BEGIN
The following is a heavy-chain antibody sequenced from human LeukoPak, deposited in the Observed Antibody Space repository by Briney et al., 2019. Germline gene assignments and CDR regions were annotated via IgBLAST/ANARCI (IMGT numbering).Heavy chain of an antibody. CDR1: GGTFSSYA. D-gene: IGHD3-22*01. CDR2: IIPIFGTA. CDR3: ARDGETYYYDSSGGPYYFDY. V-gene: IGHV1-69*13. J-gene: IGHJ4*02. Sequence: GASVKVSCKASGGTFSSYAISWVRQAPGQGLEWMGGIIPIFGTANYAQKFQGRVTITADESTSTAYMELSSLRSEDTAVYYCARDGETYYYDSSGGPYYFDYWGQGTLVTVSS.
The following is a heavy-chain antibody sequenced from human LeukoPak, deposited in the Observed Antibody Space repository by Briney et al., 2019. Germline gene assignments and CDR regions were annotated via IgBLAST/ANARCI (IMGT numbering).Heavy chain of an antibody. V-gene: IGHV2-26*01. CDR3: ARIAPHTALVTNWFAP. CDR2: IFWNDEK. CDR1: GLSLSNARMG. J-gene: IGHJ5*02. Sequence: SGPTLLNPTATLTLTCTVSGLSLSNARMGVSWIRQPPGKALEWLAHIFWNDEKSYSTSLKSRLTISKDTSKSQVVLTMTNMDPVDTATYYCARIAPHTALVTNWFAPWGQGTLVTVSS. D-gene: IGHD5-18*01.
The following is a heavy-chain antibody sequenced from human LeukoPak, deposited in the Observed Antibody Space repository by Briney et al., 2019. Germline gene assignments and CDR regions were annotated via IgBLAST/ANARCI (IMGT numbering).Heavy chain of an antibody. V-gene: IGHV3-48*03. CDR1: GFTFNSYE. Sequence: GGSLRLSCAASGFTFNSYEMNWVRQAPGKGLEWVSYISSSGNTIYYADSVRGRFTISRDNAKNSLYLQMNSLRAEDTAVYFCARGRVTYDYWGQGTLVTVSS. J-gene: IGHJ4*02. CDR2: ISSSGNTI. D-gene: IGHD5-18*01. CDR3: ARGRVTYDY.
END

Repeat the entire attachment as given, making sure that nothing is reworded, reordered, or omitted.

The following is a heavy-chain antibody sequenced from human LeukoPak, deposited in the Observed Antibody Space repository by Briney et al., 2019. Germline gene assignments and CDR regions were annotated via IgBLAST/ANARCI (IMGT numbering).Heavy chain of an antibody. CDR1: GGTFSSYA. D-gene: IGHD3-22*01. CDR2: IIPIFGTA. CDR3: ARDGETYYYDSSGGPYYFDY. V-gene: IGHV1-69*13. J-gene: IGHJ4*02. Sequence: GASVKVSCKASGGTFSSYAISWVRQAPGQGLEWMGGIIPIFGTANYAQKFQGRVTITADESTSTAYMELSSLRSEDTAVYYCARDGETYYYDSSGGPYYFDYWGQGTLVTVSS.
The following is a heavy-chain antibody sequenced from human LeukoPak, deposited in the Observed Antibody Space repository by Briney et al., 2019. Germline gene assignments and CDR regions were annotated via IgBLAST/ANARCI (IMGT numbering).Heavy chain of an antibody. V-gene: IGHV2-26*01. CDR3: ARIAPHTALVTNWFAP. CDR2: IFWNDEK. CDR1: GLSLSNARMG. J-gene: IGHJ5*02. Sequence: SGPTLLNPTATLTLTCTVSGLSLSNARMGVSWIRQPPGKALEWLAHIFWNDEKSYSTSLKSRLTISKDTSKSQVVLTMTNMDPVDTATYYCARIAPHTALVTNWFAPWGQGTLVTVSS. D-gene: IGHD5-18*01.
The following is a heavy-chain antibody sequenced from human LeukoPak, deposited in the Observed Antibody Space repository by Briney et al., 2019. Germline gene assignments and CDR regions were annotated via IgBLAST/ANARCI (IMGT numbering).Heavy chain of an antibody. V-gene: IGHV3-48*03. CDR1: GFTFNSYE. Sequence: GGSLRLSCAASGFTFNSYEMNWVRQAPGKGLEWVSYISSSGNTIYYADSVRGRFTISRDNAKNSLYLQMNSLRAEDTAVYFCARGRVTYDYWGQGTLVTVSS. J-gene: IGHJ4*02. CDR2: ISSSGNTI. D-gene: IGHD5-18*01. CDR3: ARGRVTYDY.